Eclipse Tomcat Plugin

The Eclipse Tomcat Plugin provides simple integration of a tomcat servlet container for the development of java web applications. This project is a fork of the original Sysdeo Tomcat Plugin.
[ Download Eclipse Tomcat Plugin ]


Alt-F

Alt-F provides a free alternative firmware for the DLINK DNS-320/320L/321/323/325. Alt-F has Samba and NFS; supports ext2/3/4, VFAT, NTFS and ISO9660 filesystems; RAID 0, 1, 5 (with external USB disk) and JBOD; supports 2/3/4TB disks; rsync, ftp, sftp, ftps, ssh, lpd, DNS and DHCP servers, DDNS, fan and leds control, clean power up/ down and more. Alt-F also has a set of comprehensive administering web pages, you don’t need to use the command line to configure it.
[ Download Alt-F ]


CaesarIA (openCaesar3)

CaesarIA is an open source remake of Caesar III game released by Impressions Games in 1998, it aims to expand the possibilities of the classical city-building simulators and to add new features showing the city life. Now the game work with Windows, Linux, Mac, Haiku and Android. The original Caesar3 game is needed to play openCaesar3.
[ Download CaesarIA (openCaesar3) ]


antiX-Linux

antiX is a fast, lightweight and easy to install linux live CD distribution based on Debian Testing for Intel-AMD x86 compatible systems.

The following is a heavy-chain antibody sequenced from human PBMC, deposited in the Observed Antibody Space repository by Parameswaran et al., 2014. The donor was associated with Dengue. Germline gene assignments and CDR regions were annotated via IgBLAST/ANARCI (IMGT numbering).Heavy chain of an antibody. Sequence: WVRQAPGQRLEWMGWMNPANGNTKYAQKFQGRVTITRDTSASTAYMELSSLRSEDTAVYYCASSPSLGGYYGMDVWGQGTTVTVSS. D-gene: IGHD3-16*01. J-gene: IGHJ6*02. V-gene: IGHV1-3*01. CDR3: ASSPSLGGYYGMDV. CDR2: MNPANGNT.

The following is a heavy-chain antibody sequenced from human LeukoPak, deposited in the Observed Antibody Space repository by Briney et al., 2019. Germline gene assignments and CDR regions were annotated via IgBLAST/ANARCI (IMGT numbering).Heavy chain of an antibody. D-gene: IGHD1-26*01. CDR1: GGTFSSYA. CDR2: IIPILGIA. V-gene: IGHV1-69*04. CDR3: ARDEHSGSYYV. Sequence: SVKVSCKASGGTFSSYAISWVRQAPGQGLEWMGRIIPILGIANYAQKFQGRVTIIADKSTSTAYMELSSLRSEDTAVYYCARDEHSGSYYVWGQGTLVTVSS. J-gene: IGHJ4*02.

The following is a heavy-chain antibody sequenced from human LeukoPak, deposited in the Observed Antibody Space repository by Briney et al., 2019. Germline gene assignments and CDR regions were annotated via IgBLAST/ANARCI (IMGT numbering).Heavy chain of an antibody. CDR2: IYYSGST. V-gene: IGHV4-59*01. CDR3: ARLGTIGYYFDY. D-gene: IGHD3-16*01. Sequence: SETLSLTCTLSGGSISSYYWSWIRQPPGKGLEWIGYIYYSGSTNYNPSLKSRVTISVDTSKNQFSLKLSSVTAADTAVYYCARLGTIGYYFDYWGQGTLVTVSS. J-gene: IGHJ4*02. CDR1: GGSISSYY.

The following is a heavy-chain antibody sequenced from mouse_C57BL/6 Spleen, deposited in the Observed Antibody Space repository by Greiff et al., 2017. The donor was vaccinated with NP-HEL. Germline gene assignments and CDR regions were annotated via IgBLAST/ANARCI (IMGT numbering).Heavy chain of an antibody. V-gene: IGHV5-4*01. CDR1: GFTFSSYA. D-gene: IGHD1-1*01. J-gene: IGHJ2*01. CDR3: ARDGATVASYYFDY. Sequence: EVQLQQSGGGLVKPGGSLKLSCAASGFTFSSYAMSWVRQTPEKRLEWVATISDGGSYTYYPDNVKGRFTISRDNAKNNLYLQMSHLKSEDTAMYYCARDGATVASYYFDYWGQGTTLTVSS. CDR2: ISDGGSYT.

[ Download antiX-Linux ]


Pinguy OS

Pinguy OS an out-of-the-box working operating system for everyone, not just geeks.
[ Download Pinguy OS ]


DjVuLibre

DjVu is a web-centric format for distributing documents and images. DjVu was created at AT&T Labs-Research and later sold to LizardTech Inc. DjVuLibre is a GPL implementation of DjVu maintained by the original inventors of DjVu.
[ Download DjVuLibre ]


SMPlayer

SMPlayer is a free media player for Windows and Linux with built-in codecs that can also play and download Youtube videos. One of the most interesting features of SMPlayer is that it remembers the settings of all files you play. So you start to watch a movie but you have to leave that movie again it will be resumed at the same point you left it, and with the same settings: audio track, subtitles, volume, etc. SMPlayer is a graphical user interface (GUI) for the award-winning MPlayer, which is capable of playing almost all known video and audio formats.
[ Download SMPlayer ]

Categories: Open Source

Free Oracle Book: "Developing Applications with NetBeans IDE 8.0"

NetBeans Highlights - Sun, 03/29/2015 - 11:09
How much would you pay for a 600 page book about NetBeans IDE? Well, it is available for free, constituting all the help pages in NetBeans IDE, organized in helpful categories.
Categories: Java, Open Source